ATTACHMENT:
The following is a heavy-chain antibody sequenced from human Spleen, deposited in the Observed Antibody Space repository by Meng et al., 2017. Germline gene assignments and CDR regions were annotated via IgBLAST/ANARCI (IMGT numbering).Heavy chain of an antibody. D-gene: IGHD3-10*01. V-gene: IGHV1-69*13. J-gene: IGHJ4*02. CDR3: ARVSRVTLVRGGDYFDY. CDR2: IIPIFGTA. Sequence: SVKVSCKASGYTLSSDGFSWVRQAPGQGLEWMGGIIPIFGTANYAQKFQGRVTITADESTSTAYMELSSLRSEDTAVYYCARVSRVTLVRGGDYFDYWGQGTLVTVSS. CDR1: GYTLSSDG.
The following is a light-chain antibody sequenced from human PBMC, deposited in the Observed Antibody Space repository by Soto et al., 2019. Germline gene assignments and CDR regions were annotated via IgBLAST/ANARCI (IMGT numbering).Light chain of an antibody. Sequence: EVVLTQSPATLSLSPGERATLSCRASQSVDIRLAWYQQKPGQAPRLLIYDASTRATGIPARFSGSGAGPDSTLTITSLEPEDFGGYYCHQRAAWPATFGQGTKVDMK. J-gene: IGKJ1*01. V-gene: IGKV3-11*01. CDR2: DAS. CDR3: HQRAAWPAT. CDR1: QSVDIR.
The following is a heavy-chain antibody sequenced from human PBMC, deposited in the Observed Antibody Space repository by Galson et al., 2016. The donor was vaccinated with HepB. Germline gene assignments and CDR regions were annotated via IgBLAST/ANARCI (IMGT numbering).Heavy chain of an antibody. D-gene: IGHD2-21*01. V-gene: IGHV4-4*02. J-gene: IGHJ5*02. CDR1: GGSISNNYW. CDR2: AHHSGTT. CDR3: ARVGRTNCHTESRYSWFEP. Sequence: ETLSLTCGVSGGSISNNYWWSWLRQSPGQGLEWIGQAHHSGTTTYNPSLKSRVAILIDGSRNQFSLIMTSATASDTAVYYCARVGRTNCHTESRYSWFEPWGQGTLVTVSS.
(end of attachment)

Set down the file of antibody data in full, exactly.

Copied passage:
The following is a heavy-chain antibody sequenced from human Spleen, deposited in the Observed Antibody Space repository by Meng et al., 2017. Germline gene assignments and CDR regions were annotated via IgBLAST/ANARCI (IMGT numbering).Heavy chain of an antibody. D-gene: IGHD3-10*01. V-gene: IGHV1-69*13. J-gene: IGHJ4*02. CDR3: ARVSRVTLVRGGDYFDY. CDR2: IIPIFGTA. Sequence: SVKVSCKASGYTLSSDGFSWVRQAPGQGLEWMGGIIPIFGTANYAQKFQGRVTITADESTSTAYMELSSLRSEDTAVYYCARVSRVTLVRGGDYFDYWGQGTLVTVSS. CDR1: GYTLSSDG.
The following is a light-chain antibody sequenced from human PBMC, deposited in the Observed Antibody Space repository by Soto et al., 2019. Germline gene assignments and CDR regions were annotated via IgBLAST/ANARCI (IMGT numbering).Light chain of an antibody. Sequence: EVVLTQSPATLSLSPGERATLSCRASQSVDIRLAWYQQKPGQAPRLLIYDASTRATGIPARFSGSGAGPDSTLTITSLEPEDFGGYYCHQRAAWPATFGQGTKVDMK. J-gene: IGKJ1*01. V-gene: IGKV3-11*01. CDR2: DAS. CDR3: HQRAAWPAT. CDR1: QSVDIR.
The following is a heavy-chain antibody sequenced from human PBMC, deposited in the Observed Antibody Space repository by Galson et al., 2016. The donor was vaccinated with HepB. Germline gene assignments and CDR regions were annotated via IgBLAST/ANARCI (IMGT numbering).Heavy chain of an antibody. D-gene: IGHD2-21*01. V-gene: IGHV4-4*02. J-gene: IGHJ5*02. CDR1: GGSISNNYW. CDR2: AHHSGTT. CDR3: ARVGRTNCHTESRYSWFEP. Sequence: ETLSLTCGVSGGSISNNYWWSWLRQSPGQGLEWIGQAHHSGTTTYNPSLKSRVAILIDGSRNQFSLIMTSATASDTAVYYCARVGRTNCHTESRYSWFEPWGQGTLVTVSS.